Dating back to the Iron Age, the historic town of Christchurch sits in an area between the River Avon and River Stour on the Hampshire border. Originally a trading point and safe mooring, the town flourished and became a popular place with visitors. Today the large natural harbour and four square miles of race water in Christchurch Bay make it a favourite destination for the boating and yachting fraternities. There are several sailing clubs in the town, including Highcliffe Sailing Club, which is the nominated training camp for the 2012 Olympics, and excellent facilities for windsurfing and power boating. For those who prefer to enjoy the sea from dry land there are several excellent beaches.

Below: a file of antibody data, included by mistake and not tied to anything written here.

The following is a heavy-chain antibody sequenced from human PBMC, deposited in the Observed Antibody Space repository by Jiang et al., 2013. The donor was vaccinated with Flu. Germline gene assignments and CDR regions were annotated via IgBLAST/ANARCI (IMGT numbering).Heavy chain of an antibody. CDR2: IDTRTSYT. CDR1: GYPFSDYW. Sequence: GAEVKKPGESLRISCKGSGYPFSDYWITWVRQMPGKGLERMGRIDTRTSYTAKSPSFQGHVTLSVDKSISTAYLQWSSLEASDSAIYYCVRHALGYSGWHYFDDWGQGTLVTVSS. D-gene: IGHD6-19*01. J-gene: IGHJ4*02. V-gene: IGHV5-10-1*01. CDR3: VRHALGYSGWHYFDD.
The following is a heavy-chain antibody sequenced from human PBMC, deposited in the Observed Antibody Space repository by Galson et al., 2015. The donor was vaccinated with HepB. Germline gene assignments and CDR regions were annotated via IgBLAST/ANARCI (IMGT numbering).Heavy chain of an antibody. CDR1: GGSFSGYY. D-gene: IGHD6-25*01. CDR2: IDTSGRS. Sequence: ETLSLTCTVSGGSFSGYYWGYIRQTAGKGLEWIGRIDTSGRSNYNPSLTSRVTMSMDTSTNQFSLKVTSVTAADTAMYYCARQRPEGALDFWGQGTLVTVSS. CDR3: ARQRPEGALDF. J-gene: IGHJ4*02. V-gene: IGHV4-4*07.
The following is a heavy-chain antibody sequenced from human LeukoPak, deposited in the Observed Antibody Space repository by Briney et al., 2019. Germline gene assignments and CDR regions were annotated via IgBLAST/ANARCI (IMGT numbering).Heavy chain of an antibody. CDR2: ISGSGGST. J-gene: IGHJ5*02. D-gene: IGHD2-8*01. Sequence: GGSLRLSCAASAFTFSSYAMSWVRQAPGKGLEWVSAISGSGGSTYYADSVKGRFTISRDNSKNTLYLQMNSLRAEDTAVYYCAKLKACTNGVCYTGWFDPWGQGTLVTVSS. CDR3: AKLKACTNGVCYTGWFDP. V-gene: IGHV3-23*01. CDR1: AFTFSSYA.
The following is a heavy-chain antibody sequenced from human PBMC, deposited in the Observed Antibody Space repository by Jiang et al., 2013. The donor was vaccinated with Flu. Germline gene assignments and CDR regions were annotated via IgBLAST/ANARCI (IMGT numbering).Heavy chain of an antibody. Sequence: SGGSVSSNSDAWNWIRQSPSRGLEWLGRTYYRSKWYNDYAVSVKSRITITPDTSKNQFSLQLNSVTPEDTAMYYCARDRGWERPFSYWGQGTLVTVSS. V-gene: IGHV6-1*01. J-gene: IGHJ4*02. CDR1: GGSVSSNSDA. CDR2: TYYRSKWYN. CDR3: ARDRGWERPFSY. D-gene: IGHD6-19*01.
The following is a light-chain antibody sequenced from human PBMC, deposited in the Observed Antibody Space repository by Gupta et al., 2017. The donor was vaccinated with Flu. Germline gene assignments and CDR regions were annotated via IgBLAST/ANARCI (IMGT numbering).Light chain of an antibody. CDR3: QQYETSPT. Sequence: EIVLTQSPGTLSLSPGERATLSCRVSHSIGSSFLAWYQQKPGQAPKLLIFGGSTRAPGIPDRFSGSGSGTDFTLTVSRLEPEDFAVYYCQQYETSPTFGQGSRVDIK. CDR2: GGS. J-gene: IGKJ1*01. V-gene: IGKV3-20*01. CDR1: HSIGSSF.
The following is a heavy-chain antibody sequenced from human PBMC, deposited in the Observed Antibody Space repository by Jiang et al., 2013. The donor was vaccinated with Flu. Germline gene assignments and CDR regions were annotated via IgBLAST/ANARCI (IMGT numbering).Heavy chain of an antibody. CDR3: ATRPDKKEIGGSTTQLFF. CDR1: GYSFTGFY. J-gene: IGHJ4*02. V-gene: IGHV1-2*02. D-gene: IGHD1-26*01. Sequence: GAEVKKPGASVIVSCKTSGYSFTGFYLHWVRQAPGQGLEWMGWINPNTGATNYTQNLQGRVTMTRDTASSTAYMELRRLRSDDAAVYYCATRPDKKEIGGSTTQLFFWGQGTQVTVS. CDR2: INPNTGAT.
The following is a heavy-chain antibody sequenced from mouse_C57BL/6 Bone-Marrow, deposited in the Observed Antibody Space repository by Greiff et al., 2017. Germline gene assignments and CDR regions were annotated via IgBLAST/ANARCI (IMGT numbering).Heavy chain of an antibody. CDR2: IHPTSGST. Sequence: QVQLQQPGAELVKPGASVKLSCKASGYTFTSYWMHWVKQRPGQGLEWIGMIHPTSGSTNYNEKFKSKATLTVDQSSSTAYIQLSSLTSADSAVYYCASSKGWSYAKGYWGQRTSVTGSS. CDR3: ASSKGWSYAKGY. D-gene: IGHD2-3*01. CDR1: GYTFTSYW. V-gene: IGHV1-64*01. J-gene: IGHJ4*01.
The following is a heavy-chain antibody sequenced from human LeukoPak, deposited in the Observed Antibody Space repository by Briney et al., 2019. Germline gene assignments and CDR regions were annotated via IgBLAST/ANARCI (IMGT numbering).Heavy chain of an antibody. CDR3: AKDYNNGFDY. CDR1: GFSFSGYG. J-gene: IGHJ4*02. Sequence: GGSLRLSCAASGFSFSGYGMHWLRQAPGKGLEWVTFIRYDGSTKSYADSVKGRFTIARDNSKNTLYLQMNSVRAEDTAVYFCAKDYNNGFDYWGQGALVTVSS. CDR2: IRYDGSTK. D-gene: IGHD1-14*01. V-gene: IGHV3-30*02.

There is, of course, much more to Christchurch than the all-encompassing water. The town itself has an absolute wealth of heritage sites, including the Iron Age fort at Hengistbury Head, the 11th century Priory Church, the (almost modern day by comparison) 14th century Court House and the impressive Georgian Red House. For those with more 21st century preferences there is plenty of quality shopping to be had and a lovely market in the High Street every Monday. There is also a superb choice of excellent restaurants serving everything from freshly caught Seafood to Gourmet cuisine. And, as you would expect from an old seaside town, there are plenty of decent places to enjoy a pint and listen to local tales of smuggling and piracy.
With its long, long history and superb location close to the New Forest on the splendid Dorset coast, visitors to Christchurch has a veritable plethora of things to do. It is also an ideal base from which to explore the many fascinating towns, villages and places of interest within the surrounding area.